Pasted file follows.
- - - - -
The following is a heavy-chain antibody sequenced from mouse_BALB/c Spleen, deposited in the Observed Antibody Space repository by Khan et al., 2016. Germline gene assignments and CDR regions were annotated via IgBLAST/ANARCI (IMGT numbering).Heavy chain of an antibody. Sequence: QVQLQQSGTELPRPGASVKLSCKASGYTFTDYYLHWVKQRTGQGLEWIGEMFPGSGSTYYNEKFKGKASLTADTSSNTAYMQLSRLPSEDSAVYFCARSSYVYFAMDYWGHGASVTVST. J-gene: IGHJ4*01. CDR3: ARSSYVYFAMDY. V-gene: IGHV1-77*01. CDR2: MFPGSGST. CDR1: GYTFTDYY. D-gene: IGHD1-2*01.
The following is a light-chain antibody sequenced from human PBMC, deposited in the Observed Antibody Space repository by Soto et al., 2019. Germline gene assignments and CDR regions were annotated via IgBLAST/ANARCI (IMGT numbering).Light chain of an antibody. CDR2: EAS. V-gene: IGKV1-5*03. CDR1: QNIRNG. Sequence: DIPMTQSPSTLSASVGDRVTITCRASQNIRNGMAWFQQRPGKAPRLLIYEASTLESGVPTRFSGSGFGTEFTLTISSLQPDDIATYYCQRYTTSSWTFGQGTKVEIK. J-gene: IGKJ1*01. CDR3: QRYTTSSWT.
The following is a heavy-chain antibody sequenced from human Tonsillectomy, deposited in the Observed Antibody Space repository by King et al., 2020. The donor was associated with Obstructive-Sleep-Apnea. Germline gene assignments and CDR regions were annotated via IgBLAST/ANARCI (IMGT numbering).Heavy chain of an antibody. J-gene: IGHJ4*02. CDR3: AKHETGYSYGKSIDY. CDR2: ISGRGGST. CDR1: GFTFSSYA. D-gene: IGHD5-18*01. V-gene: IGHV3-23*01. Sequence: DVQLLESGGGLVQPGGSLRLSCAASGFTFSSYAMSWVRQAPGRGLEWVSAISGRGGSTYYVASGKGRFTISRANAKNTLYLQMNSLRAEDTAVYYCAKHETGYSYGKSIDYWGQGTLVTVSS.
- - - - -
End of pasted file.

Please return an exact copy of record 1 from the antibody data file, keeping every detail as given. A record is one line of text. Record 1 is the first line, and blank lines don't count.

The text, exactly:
The following is a heavy-chain antibody sequenced from mouse_BALB/c Spleen, deposited in the Observed Antibody Space repository by Khan et al., 2016. Germline gene assignments and CDR regions were annotated via IgBLAST/ANARCI (IMGT numbering).Heavy chain of an antibody. Sequence: QVQLQQSGTELPRPGASVKLSCKASGYTFTDYYLHWVKQRTGQGLEWIGEMFPGSGSTYYNEKFKGKASLTADTSSNTAYMQLSRLPSEDSAVYFCARSSYVYFAMDYWGHGASVTVST. J-gene: IGHJ4*01. CDR3: ARSSYVYFAMDY. V-gene: IGHV1-77*01. CDR2: MFPGSGST. CDR1: GYTFTDYY. D-gene: IGHD1-2*01.